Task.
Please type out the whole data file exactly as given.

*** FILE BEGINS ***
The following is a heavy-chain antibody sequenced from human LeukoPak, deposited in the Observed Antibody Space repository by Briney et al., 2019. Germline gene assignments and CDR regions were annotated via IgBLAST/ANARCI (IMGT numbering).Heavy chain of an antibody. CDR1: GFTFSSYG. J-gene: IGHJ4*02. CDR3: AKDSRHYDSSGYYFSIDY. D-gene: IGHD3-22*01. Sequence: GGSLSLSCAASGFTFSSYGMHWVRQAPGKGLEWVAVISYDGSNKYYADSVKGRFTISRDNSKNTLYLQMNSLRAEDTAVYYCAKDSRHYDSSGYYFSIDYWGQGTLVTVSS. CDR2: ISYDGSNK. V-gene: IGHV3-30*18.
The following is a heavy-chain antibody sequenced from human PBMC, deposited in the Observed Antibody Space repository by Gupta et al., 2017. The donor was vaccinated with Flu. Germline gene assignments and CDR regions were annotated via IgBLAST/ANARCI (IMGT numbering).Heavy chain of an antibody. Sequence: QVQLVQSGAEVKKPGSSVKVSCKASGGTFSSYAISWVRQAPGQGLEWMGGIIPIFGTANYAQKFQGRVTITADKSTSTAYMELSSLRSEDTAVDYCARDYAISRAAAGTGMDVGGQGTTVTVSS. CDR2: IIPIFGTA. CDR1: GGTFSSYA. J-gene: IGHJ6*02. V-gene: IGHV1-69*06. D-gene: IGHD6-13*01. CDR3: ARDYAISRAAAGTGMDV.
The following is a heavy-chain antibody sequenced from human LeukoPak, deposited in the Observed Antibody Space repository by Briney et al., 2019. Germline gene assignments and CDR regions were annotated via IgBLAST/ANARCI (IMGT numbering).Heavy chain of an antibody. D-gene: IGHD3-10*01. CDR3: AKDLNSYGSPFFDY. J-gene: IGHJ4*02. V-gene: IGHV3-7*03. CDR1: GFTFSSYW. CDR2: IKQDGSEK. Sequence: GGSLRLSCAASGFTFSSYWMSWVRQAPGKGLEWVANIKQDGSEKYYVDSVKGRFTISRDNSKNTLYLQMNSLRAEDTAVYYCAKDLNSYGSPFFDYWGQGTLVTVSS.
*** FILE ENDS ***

The following is a heavy-chain antibody sequenced from human LeukoPak, deposited in the Observed Antibody Space repository by Briney et al., 2019. Germline gene assignments and CDR regions were annotated via IgBLAST/ANARCI (IMGT numbering).Heavy chain of an antibody. CDR1: GFTFSSYG. J-gene: IGHJ4*02. CDR3: AKDSRHYDSSGYYFSIDY. D-gene: IGHD3-22*01. Sequence: GGSLSLSCAASGFTFSSYGMHWVRQAPGKGLEWVAVISYDGSNKYYADSVKGRFTISRDNSKNTLYLQMNSLRAEDTAVYYCAKDSRHYDSSGYYFSIDYWGQGTLVTVSS. CDR2: ISYDGSNK. V-gene: IGHV3-30*18.
The following is a heavy-chain antibody sequenced from human PBMC, deposited in the Observed Antibody Space repository by Gupta et al., 2017. The donor was vaccinated with Flu. Germline gene assignments and CDR regions were annotated via IgBLAST/ANARCI (IMGT numbering).Heavy chain of an antibody. Sequence: QVQLVQSGAEVKKPGSSVKVSCKASGGTFSSYAISWVRQAPGQGLEWMGGIIPIFGTANYAQKFQGRVTITADKSTSTAYMELSSLRSEDTAVDYCARDYAISRAAAGTGMDVGGQGTTVTVSS. CDR2: IIPIFGTA. CDR1: GGTFSSYA. J-gene: IGHJ6*02. V-gene: IGHV1-69*06. D-gene: IGHD6-13*01. CDR3: ARDYAISRAAAGTGMDV.
The following is a heavy-chain antibody sequenced from human LeukoPak, deposited in the Observed Antibody Space repository by Briney et al., 2019. Germline gene assignments and CDR regions were annotated via IgBLAST/ANARCI (IMGT numbering).Heavy chain of an antibody. D-gene: IGHD3-10*01. CDR3: AKDLNSYGSPFFDY. J-gene: IGHJ4*02. V-gene: IGHV3-7*03. CDR1: GFTFSSYW. CDR2: IKQDGSEK. Sequence: GGSLRLSCAASGFTFSSYWMSWVRQAPGKGLEWVANIKQDGSEKYYVDSVKGRFTISRDNSKNTLYLQMNSLRAEDTAVYYCAKDLNSYGSPFFDYWGQGTLVTVSS.